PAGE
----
In 1851 her novel, Stuart of Dunleath: A Story of Modern Times , a story based on her own experiences, was highly praised by the critics. In the novel she condems adultery and it is claimed that when a man burst into her bedroom with the words "adultery is a crime, not a recreation". Claire Tomalin has argued that "she was so disappointed and disgusted with her experience of sex within marriage as to lack any wish at all to embark on extra-marital ventures of that kind."
George Norton was upset by his wife's literary success and decided to once again employ people to look into her activities. Norton discovered that when Lord Melbourne died in 1848 he had left a small legacy to Caroline. Legally, this money belonged to Caroline's husband. So did the £480 a year that Caroline's mother had left her when she died in June, 1851. George Norton used the information to resurrect his claims in The Times that Melbourne had been having an affair with his wife.
When Caroline Norton refused to hand over her legacies to her husband, he refused to pay the sum agreed for the upbringing of their two sons. Caroline now returned to campaigning for a change in the laws that discriminated against women. This included the pamphlets English Laws for Women in the Nineteenth Century (1854) and A Letter to the Queen on Lord Cranworth's Marriage and Divorce Bill (1855). Partly as a result of her efforts, Parliament in 1857 passed the Marriage and Divorce Act. After the success of her campaign, Caroline returned to writing novels. This included Lost and Saved (1863) and Old Sir Douglas (1867).
For over twenty-five years Caroline had been a close friend of Sir William Stirling-Maxwell. However, George Norton refused to give his wife a divorce and so was prevented from living with him. This situation changed when George died and in 1877 Caroline Norton, now aged 69, married Stirling-Maxwell. Unfortunately, Caroline died three months later.
We had been married about two months, when, one evening, after we had all withdrawn to our apartments, we were discussing some opinion Mr. Norton had expressed; I said, that "I thought I had never heard so silly or ridiculous a conclusion." This remark was punished by a sudden and violent kick; the blow reached my side; it caused great pain for several days, and being afraid to remain with him, I sat up the whole night in another apartment.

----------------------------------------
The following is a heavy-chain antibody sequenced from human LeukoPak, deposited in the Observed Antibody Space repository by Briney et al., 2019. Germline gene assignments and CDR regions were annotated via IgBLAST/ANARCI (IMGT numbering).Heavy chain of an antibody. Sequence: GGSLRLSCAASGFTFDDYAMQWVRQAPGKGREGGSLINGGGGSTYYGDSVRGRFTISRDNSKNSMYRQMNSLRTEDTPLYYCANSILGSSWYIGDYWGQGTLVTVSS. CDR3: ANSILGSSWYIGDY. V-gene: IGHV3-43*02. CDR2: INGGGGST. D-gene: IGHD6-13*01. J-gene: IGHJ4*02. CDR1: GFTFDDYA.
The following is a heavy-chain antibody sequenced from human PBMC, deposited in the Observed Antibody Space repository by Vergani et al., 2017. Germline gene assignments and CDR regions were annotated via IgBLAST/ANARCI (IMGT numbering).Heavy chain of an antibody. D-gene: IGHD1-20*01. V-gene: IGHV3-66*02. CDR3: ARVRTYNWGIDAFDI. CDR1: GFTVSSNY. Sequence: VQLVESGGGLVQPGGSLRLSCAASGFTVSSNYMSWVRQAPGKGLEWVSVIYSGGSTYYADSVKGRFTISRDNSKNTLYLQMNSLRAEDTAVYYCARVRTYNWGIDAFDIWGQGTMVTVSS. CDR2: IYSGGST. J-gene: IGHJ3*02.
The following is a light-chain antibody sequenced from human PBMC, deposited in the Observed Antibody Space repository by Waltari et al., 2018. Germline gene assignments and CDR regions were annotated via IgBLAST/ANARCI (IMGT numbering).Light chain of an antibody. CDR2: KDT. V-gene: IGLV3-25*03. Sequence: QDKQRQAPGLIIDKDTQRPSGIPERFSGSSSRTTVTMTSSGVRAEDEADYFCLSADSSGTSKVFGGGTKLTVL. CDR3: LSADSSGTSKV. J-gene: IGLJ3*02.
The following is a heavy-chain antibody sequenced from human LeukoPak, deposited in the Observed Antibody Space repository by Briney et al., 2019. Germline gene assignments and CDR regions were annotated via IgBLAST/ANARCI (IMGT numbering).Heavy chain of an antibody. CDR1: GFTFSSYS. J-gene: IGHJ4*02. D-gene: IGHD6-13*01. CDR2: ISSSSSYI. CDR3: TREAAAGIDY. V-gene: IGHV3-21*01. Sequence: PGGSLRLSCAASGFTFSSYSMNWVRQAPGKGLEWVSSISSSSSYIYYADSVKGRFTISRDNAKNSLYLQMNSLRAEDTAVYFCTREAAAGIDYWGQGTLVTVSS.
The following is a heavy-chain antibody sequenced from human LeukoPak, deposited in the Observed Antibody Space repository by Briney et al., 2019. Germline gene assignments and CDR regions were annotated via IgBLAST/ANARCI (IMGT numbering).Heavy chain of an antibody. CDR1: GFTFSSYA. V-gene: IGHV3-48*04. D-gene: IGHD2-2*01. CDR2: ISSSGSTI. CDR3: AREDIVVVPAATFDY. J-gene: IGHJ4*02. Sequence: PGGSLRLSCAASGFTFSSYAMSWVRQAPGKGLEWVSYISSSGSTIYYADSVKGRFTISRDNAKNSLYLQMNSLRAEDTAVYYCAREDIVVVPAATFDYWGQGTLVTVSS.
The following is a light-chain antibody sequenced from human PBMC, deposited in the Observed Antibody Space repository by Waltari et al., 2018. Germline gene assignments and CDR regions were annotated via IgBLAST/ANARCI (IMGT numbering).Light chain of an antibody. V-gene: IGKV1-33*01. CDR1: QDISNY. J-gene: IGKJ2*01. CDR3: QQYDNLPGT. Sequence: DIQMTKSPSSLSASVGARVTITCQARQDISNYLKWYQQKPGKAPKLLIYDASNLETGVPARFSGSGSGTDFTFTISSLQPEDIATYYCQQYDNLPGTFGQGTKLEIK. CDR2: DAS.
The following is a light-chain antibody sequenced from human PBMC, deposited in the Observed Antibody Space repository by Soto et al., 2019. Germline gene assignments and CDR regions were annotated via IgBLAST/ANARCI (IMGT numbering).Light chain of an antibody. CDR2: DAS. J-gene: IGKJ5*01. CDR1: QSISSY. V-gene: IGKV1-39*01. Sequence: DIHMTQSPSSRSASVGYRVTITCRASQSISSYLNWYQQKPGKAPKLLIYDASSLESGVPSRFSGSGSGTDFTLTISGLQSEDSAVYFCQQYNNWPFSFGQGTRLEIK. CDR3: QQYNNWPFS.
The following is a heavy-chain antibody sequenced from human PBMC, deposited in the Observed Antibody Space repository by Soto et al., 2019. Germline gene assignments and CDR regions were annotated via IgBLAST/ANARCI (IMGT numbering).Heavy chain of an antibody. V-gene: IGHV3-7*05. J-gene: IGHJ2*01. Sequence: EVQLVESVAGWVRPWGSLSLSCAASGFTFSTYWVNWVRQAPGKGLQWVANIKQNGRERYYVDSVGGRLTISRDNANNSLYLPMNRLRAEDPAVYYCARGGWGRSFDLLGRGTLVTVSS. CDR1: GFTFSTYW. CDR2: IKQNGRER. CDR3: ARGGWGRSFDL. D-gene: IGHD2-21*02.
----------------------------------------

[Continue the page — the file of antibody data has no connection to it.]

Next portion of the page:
Four or five months afterwards, when we were settled in London, we had returned home from a ball; I had then no personal dispute with Mr. Norton, but he indulged in bitter and coarse remarks respecting a young relative of mine, who, though married, continued to dance - a practice, Mr. Norton said, no husband ought to permit. I defended the lady spoken of when he suddenly sprang from the bed, seized me by the nape of the neck, and dashed me down on the floor. The sound of my fall woke my sister and brother-in-law, who slept in a room below, and they ran up to the door. Mr. Norton locked it, and stood over me, declaring no one should enter. I could not speak - I only moaned. My brother-in-law burst the door open and carried me downstairs. I had a swelling on my head for many days afterwards.
As to petitioning, no one dislikes begging more than I do, especially when one begs for what seems mere justice; but I have long observed that though people will resist claims (however just), they like to do favours. Therefore, when I beg I am a crawling lizard, a humble toad, a brown snake in cold weather. My meaning is, that if one asks at all, one should rather think of the person written to than one's own feelings. Do not write as "the daughter of the late Mr. Godwin". Press not on the politics of Mr. Godwin (for God knows how much gratitude for that ever survives).